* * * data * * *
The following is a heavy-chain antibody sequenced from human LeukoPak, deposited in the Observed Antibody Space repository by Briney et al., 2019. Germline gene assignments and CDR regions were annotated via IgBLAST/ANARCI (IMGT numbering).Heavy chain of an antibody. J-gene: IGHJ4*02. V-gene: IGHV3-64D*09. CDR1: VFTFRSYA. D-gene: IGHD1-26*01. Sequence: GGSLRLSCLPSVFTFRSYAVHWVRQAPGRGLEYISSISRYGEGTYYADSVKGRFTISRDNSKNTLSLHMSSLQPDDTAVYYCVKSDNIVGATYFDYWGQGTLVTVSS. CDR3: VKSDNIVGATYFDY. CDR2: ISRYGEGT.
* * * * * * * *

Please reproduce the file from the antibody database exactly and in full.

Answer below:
The following is a heavy-chain antibody sequenced from human LeukoPak, deposited in the Observed Antibody Space repository by Briney et al., 2019. Germline gene assignments and CDR regions were annotated via IgBLAST/ANARCI (IMGT numbering).Heavy chain of an antibody. J-gene: IGHJ4*02. V-gene: IGHV3-64D*09. CDR1: VFTFRSYA. D-gene: IGHD1-26*01. Sequence: GGSLRLSCLPSVFTFRSYAVHWVRQAPGRGLEYISSISRYGEGTYYADSVKGRFTISRDNSKNTLSLHMSSLQPDDTAVYYCVKSDNIVGATYFDYWGQGTLVTVSS. CDR3: VKSDNIVGATYFDY. CDR2: ISRYGEGT.